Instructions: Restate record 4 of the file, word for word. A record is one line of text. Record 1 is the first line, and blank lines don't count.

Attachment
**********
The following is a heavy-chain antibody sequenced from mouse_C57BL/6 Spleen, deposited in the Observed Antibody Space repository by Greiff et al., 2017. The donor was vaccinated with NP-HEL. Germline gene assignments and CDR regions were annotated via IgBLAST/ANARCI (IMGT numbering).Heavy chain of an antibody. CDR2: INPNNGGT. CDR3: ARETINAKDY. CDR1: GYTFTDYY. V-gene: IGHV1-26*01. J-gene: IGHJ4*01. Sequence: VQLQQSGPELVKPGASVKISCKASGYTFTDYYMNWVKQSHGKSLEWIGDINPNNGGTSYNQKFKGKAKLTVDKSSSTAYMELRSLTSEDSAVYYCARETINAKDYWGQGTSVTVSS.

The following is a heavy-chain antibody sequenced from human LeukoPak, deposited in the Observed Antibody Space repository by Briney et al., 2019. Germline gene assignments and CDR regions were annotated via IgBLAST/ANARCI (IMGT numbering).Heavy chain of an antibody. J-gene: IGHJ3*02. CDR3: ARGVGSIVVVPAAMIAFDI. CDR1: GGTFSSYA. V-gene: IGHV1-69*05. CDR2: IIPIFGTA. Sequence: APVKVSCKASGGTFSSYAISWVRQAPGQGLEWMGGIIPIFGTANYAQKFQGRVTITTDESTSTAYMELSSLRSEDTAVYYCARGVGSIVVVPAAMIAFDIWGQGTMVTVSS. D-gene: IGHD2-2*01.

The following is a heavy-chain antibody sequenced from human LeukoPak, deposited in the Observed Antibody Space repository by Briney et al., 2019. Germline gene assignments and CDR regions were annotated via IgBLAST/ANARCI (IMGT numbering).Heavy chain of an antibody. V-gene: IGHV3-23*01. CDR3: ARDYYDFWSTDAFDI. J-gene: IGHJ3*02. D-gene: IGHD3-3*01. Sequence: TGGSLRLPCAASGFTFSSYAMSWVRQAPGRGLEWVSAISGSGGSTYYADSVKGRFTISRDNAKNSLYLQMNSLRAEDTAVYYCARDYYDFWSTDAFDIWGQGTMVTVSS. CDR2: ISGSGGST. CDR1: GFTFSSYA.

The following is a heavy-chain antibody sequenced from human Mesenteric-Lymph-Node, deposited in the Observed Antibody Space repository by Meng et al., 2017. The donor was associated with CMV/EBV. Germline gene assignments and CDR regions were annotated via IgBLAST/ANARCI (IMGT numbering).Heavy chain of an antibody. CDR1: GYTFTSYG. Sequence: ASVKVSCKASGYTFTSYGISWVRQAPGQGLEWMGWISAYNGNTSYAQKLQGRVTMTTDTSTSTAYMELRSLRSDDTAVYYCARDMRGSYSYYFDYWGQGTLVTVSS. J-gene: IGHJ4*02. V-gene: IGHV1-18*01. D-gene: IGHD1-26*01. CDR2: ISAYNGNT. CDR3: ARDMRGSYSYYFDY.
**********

The following is a heavy-chain antibody sequenced from human Mesenteric-Lymph-Node, deposited in the Observed Antibody Space repository by Meng et al., 2017. The donor was associated with CMV/EBV. Germline gene assignments and CDR regions were annotated via IgBLAST/ANARCI (IMGT numbering).Heavy chain of an antibody. CDR1: GYTFTSYG. Sequence: ASVKVSCKASGYTFTSYGISWVRQAPGQGLEWMGWISAYNGNTSYAQKLQGRVTMTTDTSTSTAYMELRSLRSDDTAVYYCARDMRGSYSYYFDYWGQGTLVTVSS. J-gene: IGHJ4*02. V-gene: IGHV1-18*01. D-gene: IGHD1-26*01. CDR2: ISAYNGNT. CDR3: ARDMRGSYSYYFDY.